You can see that at level 1 for hero level, your win rate is quite a bit lower than that ideal rate; and this is purely because even though you are really good at maybe Heroes of the Storm, you are playing with a brand-new hero. You don’t know how to use him yet, you don’t know what all the talents are, and when you should pick what, when to counteract, what the opposing team is doing; and as a result your win rate was lower.
As you kind of move up to the hero levels there and you get to around 7 or 8, you see that you start crossing over that line. That is like that sweet spot where players start learning how to use their heroes, how to counter opposing teams, compositions, and whatnot; and then, you see we actually jump quite a bit over that line.
As you get more experience with your hero and you go into the teams, now your win rate is a good amount higher. Either way, this is not an ideal kind of view. The purple line is what happens after we start considering hero level in our quick match matchmaking.
So already you can see from 1 to about 8 (or so), we are bouncing around that win line there. It is in a much better place. As we cross over again, once we get to 8 or 9, you see again players start understanding how to use that hero and we start crossing a little bit over.
While it is a little bit over that ideal win line, it is much closer than it was before. So this has actually been a great improvement to quick match matchmaking, and it is one of those things that we are going to look at. We are going to keep on tweaking those numbers and we are going to keep on enhancing as time goes on.
One of the other changes we made (and this is more for Hero League) is we also added an additional restriction where we will not match you up in a game where a player is two divisions lower than you.
So what that means is: if I am gold 1, we are going to match you up potentially with someone in gold 2, or gold 3; but we are not going to drop you down lower to silver, or bronze, or something like that.
This was a huge improvement as well for our Hero League matchmaking, and one of the reasons why this was necessary is occasionally we get into situations where the matchmaker says: “Look, I actually can’t find a game right now,” and we essentially say: “They have waited long enough. Let’s just start this game,” and we started a lot of games that weren’t ideal.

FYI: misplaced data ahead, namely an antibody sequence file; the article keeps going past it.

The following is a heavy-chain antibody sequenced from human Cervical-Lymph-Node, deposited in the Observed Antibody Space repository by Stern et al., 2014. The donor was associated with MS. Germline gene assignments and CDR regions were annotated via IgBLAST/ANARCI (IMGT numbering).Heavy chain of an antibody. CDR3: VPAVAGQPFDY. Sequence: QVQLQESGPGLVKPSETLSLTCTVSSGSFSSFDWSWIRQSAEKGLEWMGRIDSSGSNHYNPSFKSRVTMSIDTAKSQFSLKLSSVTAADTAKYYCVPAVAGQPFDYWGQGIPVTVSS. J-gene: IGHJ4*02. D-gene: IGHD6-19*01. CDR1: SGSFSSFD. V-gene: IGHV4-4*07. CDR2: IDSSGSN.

We put this restriction in so that we said: “Look, it doesn’t matter how long they wait, we don’t want to actually start a game that is significantly poor quality.”
So this has also made a lot of improvements. Again, these are just two changes we have made, we have made many more; but I just wanted to highlight a couple for you.
One of the things is all of these changes have actually had an impact to our queue times. Back when we started on this initiative to improve our matchmaker we said: “Look, we are willing to trade queue times up to a limit for match quality.”
We were laser focused on improving match quality. As we kept on making these improvements, we basically deliberately traded that aspect of queue time for match quality; and so in some cases just to give you some numbers, in quick match our times may have gone up by about 50%, and in some cases for Hero League it may have gone up by 200%.
Now we realize this is at the same time if you think back to my other graph where we actually have an increased number of players playing in Hero League; and so this is basically a great view on what happened here where we decided to really focus on match quality — which we still feel is the priority.
However, we don’t think it is the only thing. We want to get you in the games quickly, and by the way, let me just touch on, while some of these numbers looked very large in terms of going up 50% or whatnot, previously maybe we were finding you a game in 60 seconds or so, now in quick match we might be finding you a game in 90 seconds.
So regardless, even that increase, it is more than we want. We want you to get in the games quickly, and so this is something we are also looking at right now. We are going to be working on bringing those queue times back into check, and while still not actively hurting match quality, it is something that we still value and we still want to prioritize.
Next up we have Travis to talk about some cool new stuff coming up.
Next: Coming Soon™
|BLIZZCON 2016 HEROES OF THE STORM: STATE OF THE GAME PANEL TRANSCRIPT|
|Last Year Recap||Game Modes||Coming Soon||Panel Q&A|